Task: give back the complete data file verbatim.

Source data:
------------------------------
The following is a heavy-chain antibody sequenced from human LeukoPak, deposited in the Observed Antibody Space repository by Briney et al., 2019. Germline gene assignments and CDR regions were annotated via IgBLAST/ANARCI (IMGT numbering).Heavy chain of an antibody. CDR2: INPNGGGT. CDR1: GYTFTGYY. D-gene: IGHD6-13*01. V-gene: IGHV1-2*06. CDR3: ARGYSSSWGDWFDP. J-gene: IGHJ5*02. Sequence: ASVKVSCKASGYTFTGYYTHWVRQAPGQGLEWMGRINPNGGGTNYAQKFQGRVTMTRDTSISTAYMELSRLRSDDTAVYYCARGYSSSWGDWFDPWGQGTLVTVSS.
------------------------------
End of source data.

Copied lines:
The following is a heavy-chain antibody sequenced from human LeukoPak, deposited in the Observed Antibody Space repository by Briney et al., 2019. Germline gene assignments and CDR regions were annotated via IgBLAST/ANARCI (IMGT numbering).Heavy chain of an antibody. CDR2: INPNGGGT. CDR1: GYTFTGYY. D-gene: IGHD6-13*01. V-gene: IGHV1-2*06. CDR3: ARGYSSSWGDWFDP. J-gene: IGHJ5*02. Sequence: ASVKVSCKASGYTFTGYYTHWVRQAPGQGLEWMGRINPNGGGTNYAQKFQGRVTMTRDTSISTAYMELSRLRSDDTAVYYCARGYSSSWGDWFDPWGQGTLVTVSS.